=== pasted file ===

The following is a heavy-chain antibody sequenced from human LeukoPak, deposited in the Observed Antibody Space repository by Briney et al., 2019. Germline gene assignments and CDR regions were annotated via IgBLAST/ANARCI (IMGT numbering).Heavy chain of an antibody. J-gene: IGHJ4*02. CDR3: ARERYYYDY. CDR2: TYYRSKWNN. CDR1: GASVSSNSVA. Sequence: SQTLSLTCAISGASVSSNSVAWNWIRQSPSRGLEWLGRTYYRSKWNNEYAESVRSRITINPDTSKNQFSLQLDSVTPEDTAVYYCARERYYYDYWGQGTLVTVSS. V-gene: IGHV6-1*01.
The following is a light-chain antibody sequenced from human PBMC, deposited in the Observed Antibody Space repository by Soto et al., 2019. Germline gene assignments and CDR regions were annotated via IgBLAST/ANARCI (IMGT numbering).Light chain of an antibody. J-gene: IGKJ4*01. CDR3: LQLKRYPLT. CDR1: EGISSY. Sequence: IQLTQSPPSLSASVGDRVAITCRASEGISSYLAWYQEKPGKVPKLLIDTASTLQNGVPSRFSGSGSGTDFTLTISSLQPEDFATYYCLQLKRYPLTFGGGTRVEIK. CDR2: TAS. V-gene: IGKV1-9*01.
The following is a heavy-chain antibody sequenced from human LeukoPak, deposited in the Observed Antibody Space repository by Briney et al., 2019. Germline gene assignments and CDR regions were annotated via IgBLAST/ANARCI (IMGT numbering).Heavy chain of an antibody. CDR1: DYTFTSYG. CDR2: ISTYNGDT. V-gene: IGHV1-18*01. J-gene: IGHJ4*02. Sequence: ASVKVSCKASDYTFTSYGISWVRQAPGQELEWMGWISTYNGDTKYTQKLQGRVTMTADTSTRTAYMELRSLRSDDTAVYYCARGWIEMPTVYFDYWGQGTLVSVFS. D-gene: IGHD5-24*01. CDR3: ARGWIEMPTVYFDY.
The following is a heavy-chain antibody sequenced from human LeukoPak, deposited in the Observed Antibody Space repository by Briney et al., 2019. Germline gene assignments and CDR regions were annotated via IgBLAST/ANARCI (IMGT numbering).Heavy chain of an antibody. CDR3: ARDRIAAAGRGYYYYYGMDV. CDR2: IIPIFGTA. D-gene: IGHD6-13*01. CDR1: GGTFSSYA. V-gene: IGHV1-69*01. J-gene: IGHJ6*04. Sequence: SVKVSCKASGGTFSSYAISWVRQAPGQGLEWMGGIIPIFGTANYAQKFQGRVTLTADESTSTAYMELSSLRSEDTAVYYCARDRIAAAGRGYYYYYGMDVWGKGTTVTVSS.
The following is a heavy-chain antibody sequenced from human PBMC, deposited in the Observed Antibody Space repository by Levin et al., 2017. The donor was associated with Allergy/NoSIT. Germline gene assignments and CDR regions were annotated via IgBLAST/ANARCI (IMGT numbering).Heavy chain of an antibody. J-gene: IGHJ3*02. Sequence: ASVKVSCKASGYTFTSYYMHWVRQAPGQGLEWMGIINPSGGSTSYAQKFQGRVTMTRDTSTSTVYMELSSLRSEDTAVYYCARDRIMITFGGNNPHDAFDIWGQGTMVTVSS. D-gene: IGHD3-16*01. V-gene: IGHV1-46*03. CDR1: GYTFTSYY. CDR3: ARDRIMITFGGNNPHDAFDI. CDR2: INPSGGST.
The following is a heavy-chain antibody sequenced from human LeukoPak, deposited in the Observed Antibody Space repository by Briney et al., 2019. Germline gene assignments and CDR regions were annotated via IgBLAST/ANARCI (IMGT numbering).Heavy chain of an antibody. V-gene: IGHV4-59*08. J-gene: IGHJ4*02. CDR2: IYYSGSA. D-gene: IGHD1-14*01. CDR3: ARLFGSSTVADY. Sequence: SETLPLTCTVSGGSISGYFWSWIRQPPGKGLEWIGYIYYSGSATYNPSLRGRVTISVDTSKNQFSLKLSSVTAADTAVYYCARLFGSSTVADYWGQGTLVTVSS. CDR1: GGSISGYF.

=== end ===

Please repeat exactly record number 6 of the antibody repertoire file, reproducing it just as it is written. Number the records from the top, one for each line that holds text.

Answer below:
The following is a heavy-chain antibody sequenced from human LeukoPak, deposited in the Observed Antibody Space repository by Briney et al., 2019. Germline gene assignments and CDR regions were annotated via IgBLAST/ANARCI (IMGT numbering).Heavy chain of an antibody. V-gene: IGHV4-59*08. J-gene: IGHJ4*02. CDR2: IYYSGSA. D-gene: IGHD1-14*01. CDR3: ARLFGSSTVADY. Sequence: SETLPLTCTVSGGSISGYFWSWIRQPPGKGLEWIGYIYYSGSATYNPSLRGRVTISVDTSKNQFSLKLSSVTAADTAVYYCARLFGSSTVADYWGQGTLVTVSS. CDR1: GGSISGYF.